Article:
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Ronnie Barnett of The Muffs “Remembering Kim Shattuck”

by Keith Valcourt

Kim Shattuck was a unique voice in rock and roll. For a solid part of three decades, she led the L.A. Power Punk trio The Muffs through hundreds of shows and the release of six albums of catchy songs packed with sarcasm and sing song joy. By her side for the travels were her bandmates, bassist Ronnie Barnett and drummer Roy MacDonald.  Sadly, on October 2nd of this year, that voice fell silent when Kim Shattuck died in her sleep after a two-year battle with ALS. She was 56. Just 48 hours after her passing, Ronnie Barnett’s mom also died. Despite that overwhelming loss, Ronnie was kind enough to talk with me about life with Kim (as a singer and former girlfriend), The Muff’s final album “No Holiday,” and the legacy Kim Shattuck left behind.

What do you remember about the first time you met Kim?

I was like a rock critic in my hometown of Houston. We met in ‘86 when The Pandoras came through on tour. We became instant friends. My brother lived in Orange County, CA so I was able to come out for an extended stay. That cemented the friendship between Kim and me. It was not romantic at that time. That was 1986, and we didn’t see each other again till 1989.

Were you guys a couple or bandmates first?

We were a couple before we were bandmates. When we saw each other again in 1989, that’s when it became romantic. I dropped everything and moved to California. She was in The Pandoras. At that time, The Pandoras were kind of heavy metal and had lost their audience. Kim didn’t like the direction of the band. She had a stockpile of songs. She found out I played bass. From that point on, she wanted to have her own band. In September 1990, the Pandoras were going to Europe, and Paula (Pierce – lead singer/songwriter) cancelled that week because her boyfriend couldn’t go. Kim was like, “That’s it. I quit.” I was very concerned and said, “No. You can’t.” She said, “It’s fine. We’ll have our own band.”   

When Kim was diagnosed with ALS, the band decided to make one more album.  What was making “No Holiday” like?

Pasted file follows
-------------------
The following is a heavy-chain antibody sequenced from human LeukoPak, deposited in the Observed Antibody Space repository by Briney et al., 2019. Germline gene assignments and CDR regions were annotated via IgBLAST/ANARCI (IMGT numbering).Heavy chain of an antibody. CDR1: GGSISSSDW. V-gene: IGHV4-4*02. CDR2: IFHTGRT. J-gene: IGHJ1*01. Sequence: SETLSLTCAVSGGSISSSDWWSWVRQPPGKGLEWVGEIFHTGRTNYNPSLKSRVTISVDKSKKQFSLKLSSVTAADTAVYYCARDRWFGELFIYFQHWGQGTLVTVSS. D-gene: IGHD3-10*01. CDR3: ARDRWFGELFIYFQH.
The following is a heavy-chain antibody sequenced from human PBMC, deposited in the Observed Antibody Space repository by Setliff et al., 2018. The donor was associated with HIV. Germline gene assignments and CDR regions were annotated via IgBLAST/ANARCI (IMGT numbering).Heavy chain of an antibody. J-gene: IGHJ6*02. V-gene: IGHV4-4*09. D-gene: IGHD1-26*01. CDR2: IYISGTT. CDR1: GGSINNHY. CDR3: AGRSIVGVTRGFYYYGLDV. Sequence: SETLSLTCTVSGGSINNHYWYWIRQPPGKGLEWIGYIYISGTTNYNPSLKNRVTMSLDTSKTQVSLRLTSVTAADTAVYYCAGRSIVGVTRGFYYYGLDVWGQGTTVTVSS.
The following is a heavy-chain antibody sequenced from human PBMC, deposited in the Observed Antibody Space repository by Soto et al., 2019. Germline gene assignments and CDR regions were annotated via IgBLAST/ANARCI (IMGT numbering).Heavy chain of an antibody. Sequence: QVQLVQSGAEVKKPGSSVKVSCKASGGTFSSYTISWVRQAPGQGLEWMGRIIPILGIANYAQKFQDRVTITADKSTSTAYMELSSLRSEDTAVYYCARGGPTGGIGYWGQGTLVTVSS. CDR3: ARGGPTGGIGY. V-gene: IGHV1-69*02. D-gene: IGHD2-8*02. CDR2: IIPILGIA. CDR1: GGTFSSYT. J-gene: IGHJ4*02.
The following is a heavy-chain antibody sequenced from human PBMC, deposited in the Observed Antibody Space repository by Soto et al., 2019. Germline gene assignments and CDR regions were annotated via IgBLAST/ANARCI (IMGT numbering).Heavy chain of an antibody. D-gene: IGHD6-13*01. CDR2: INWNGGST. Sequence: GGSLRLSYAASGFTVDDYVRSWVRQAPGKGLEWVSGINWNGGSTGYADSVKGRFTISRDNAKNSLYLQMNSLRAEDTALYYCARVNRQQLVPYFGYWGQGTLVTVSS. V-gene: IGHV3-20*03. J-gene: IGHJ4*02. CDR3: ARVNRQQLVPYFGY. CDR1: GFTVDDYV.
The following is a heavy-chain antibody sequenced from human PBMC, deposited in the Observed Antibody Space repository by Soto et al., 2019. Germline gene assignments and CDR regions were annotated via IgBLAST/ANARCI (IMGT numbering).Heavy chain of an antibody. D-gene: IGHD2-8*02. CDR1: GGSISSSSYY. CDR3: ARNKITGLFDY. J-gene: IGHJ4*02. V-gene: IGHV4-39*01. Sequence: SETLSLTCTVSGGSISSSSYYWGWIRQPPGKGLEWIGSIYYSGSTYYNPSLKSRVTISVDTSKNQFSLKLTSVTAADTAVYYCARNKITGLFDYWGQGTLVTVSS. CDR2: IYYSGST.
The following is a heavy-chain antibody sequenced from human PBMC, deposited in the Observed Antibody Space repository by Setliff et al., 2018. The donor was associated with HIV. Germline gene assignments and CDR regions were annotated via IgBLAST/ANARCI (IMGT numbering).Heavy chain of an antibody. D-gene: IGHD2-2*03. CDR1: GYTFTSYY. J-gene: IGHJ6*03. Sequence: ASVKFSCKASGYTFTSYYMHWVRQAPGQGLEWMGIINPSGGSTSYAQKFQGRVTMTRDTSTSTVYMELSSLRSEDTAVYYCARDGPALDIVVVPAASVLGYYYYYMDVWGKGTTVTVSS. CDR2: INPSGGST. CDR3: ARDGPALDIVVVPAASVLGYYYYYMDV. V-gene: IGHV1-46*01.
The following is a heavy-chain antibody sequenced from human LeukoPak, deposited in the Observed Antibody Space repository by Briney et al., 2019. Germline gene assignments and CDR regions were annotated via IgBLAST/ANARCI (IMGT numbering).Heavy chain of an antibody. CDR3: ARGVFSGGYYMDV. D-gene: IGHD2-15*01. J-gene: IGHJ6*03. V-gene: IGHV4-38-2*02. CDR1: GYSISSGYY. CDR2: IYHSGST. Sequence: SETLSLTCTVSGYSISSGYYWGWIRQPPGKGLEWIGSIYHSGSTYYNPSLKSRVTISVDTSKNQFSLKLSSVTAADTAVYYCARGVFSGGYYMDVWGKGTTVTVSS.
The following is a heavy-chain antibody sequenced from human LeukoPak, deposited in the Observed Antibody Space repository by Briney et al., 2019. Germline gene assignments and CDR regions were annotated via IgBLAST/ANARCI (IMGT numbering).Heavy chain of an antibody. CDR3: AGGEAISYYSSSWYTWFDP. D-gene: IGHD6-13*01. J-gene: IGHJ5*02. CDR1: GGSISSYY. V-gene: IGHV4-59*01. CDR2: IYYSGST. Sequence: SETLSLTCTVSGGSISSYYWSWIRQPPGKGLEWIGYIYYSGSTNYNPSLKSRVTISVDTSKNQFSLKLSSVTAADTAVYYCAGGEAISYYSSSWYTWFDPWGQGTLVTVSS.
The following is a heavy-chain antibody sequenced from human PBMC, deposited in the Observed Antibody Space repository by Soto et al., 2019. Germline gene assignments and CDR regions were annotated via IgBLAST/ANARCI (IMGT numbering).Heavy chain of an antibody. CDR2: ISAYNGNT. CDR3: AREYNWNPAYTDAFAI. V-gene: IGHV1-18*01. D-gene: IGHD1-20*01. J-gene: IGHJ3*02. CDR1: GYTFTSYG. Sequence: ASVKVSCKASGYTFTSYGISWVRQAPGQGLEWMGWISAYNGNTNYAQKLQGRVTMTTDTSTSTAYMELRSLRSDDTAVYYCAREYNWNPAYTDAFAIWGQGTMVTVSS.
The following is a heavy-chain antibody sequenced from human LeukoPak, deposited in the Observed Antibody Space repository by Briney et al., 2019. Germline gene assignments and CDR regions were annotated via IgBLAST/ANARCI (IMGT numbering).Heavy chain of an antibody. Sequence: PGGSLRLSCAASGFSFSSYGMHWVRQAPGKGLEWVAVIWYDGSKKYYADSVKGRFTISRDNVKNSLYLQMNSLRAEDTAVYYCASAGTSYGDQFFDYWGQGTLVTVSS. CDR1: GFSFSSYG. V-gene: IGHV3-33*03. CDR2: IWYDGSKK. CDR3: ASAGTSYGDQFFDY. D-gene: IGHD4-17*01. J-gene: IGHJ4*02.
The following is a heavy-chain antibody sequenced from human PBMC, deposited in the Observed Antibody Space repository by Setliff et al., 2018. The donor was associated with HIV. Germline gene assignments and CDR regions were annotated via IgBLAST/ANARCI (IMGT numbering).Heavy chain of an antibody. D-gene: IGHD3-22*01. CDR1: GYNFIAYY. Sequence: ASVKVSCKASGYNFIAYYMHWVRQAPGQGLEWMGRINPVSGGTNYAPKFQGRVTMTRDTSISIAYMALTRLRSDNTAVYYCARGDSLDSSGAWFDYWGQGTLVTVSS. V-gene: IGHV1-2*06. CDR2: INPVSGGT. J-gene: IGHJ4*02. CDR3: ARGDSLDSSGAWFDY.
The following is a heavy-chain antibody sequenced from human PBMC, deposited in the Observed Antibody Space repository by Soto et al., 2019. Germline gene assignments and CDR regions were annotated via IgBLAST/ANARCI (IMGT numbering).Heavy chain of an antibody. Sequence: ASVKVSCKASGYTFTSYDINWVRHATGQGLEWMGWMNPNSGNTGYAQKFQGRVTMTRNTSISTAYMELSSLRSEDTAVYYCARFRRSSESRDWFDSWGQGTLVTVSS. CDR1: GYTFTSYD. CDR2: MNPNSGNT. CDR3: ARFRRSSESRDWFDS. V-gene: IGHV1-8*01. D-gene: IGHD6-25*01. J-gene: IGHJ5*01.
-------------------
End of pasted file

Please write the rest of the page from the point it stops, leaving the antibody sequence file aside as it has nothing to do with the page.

We had been planning so most of these songs were written. As soon she was diagnosed, we all got together and said, “We have to make this record.” We knew we had to do it in a different way because Kim couldn’t play guitar at that point. But she could still speak and still walk. In the past, Kim made demos that were fully formed. They would almost sound like a finished record. This time was mainly her acoustic. We had to adhere to weird timings and weird tunings here and there. We had to construct it kind of like Syd Barret’s “Madcap Laughs.” 

 “No Holiday” to me sounds like a “best of” because the album showcases every aspect of the band. Was that intentional? 

I like that you said that. It is kind of a “best of” of what we do. Some polished stuff next to some low fi stuff. But I can’t say it was intentional because we had what we had to work with. There are three songs that were finished songs that didn’t make the last record for whatever reason. With all the different fidelities and audio qualities, we didn’t know how it would fit together. When I first heard it as a record, I broke down and cried because it sounded like a cohesive record. We were so hoping she was going to make it to the release date. And she almost did.    

Was her death as big of a shock to you as it was to the fans?

We all knew. Sadly, it is a fatal disease. Generally, once you are diagnosed you have two to three years. There is no cure. Over time the person loses control over their body. With Kim it moved fast. She was diagnosed two years ago this month, and just six months later she couldn’t move or talk. In the last six weeks the disease caught up with her breathing.  We all knew that what was going to be the final thing. The last week we knew it would be any day. I got word on the Tuesday, and she passed away Wednesday morning. As prepared as you are… It was still heartbreaking.   

How did you guys communicate?

She had a device that could read her eyeballs, so she was able to communicate, answer emails and post stuff online. The easiest way for her to communicate was through Viber messages. Me and her and Roy had a message thread together. 

What was the last thing you guys said to each other?

The whole past two years we were constantly telling each other that we loved each other.  Always saying that when we left her side. Kissing her head. It got harder for her to use the machine in the last six weeks because she had to start using a breathing apparatus full time. The last messages were a little garbled because the machine couldn’t read her eyes so well. I am almost positive the last communication was, “You guys know how much I love you.”   

Do you think you will ever make music again?

At this point I’m saying no. The Muffs were my band. I put everything in that band. I don’t consider myself a “musician.” I do what I do, but I’m not the guy who would search ads in the newspaper, “Bassist Wanted.” As of now I can’t see myself being in another band. 

What is Kim’s legacy? 

Kim’s legacy is her songwriting. That is what kept us around for twenty-nine years we worked as a band. We were a good live band, but it’s really the songs that kept us around. Her songwriting is timeless. 

The Muffs: “No Holiday” is out on October 18th, 2019.

Keith Valcourt

Keith Valcourt is a Los Angeles based music and entertainment writer. He has interviewed thousands of celebrities in the worlds of music, film, TV and comedy for dozens of outlets including: L.A. Times, Washington Times, LFP Publishing, ChelseaCommunityNews.com, RetroRoadMap.com LaArtsOnline and more. Much More

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